Which is correct:

I have a doctor appointment this afternoon.
I have a doctor's appointment this afternoon.

My preference is "doctor appointment," and my reasoning is because no one ever says, "I have a dentist's appointment." And yet, I hear most people use the latter.
It's "doctor's appointment".

I like your reasoning, but in fact "dentist's appointment" is also correct. Moreover, it isn't entirely true that no-one ever says it. "Dentist's appointment" is said in England, for example. Your reasoning could be correct in your part of the world, of course.

Another way to say this is
"an appointment at the doctor's (surgery)"
perhaps this is why we say a "doctor's appointment" - doctor's [surgery] appointment.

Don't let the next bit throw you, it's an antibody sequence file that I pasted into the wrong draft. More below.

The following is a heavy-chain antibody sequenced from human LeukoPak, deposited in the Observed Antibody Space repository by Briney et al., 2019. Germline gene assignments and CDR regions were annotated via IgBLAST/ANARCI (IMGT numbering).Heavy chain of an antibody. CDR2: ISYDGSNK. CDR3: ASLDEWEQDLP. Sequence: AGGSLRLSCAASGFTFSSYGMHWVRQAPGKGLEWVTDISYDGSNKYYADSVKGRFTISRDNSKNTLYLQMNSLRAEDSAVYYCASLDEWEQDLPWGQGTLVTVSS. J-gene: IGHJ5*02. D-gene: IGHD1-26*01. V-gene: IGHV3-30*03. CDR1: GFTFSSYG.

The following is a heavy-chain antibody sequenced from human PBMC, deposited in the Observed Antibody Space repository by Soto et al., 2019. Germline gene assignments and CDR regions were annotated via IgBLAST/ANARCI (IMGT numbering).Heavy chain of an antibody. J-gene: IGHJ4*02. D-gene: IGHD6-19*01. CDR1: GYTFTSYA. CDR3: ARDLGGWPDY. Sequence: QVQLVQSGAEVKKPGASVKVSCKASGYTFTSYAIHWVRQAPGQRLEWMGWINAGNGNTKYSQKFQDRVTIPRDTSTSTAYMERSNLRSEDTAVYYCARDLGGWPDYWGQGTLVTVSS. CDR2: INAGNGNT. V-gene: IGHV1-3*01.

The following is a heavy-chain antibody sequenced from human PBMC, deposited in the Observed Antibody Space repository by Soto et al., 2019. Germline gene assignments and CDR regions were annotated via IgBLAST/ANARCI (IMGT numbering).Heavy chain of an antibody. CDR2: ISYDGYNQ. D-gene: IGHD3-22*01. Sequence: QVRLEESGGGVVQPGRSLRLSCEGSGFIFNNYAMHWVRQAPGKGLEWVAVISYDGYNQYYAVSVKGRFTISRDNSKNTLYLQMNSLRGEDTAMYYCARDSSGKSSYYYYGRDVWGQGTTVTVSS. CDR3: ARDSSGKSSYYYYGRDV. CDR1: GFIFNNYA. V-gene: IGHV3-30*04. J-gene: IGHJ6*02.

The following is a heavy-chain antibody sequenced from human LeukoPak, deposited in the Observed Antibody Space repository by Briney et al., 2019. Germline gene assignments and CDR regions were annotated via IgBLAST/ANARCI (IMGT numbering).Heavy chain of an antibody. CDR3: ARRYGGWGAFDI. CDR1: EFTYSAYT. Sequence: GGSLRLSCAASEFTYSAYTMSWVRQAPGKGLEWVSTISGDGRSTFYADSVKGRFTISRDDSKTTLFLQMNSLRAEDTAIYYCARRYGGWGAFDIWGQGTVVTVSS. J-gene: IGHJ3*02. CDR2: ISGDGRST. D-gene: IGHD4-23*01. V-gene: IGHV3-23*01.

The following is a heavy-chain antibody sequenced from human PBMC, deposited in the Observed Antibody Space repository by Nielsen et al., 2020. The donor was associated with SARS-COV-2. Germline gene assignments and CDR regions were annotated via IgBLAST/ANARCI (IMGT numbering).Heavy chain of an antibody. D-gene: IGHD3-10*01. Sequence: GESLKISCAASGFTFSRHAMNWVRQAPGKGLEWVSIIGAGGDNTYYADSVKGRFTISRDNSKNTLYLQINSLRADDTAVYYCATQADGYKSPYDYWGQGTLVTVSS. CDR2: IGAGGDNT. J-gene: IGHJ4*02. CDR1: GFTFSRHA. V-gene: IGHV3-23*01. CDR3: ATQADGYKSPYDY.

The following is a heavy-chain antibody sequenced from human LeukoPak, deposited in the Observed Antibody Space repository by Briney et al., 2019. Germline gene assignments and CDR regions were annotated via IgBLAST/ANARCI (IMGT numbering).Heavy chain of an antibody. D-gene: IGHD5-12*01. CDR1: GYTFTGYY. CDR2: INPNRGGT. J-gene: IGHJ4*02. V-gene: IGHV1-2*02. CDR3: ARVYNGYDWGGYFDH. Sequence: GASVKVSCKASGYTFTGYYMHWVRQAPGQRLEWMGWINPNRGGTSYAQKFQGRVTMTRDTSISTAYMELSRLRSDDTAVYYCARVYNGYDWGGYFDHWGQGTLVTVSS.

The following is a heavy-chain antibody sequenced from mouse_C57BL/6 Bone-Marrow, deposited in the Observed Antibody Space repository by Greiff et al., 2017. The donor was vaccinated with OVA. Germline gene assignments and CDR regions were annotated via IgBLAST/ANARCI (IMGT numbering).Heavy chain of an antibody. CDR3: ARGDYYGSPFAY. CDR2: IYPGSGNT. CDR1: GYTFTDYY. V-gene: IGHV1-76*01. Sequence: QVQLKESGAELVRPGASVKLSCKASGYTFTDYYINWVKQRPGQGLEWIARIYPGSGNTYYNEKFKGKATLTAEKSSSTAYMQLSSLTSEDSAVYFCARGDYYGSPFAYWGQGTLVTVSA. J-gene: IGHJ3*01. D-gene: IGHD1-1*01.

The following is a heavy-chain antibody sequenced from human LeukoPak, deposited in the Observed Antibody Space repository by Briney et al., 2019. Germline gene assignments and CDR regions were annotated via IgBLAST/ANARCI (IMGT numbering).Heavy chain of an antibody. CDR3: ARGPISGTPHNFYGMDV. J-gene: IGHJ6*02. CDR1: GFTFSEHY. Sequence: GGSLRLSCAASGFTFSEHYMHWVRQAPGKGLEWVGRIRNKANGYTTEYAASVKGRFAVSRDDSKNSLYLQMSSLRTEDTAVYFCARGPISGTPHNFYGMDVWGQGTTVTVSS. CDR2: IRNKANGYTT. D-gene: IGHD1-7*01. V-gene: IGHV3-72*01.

Note; we say "an appointment AT the doctor's" and "an appointment WITH the doctor"

P.S. Dentists are a little more easily dealt with - we can say a 'dental appointment'Emotion: big smile

Coming soon to the dentist's (surgery) near you - Nitrous Oxide - The ONLY way to fly!!
Students: We have free audio pronunciation exercises.
Thanks, Rommie, for the reply; but I'm still confused. The apostrophe makes it possessive. Whose appointment is it: mine or the doctor's? I must be missing something.
im kind of confuse as well
Site Hint: Check out our list of pronunciation videos.
 Mike in Japan's reply was promoted to an answer.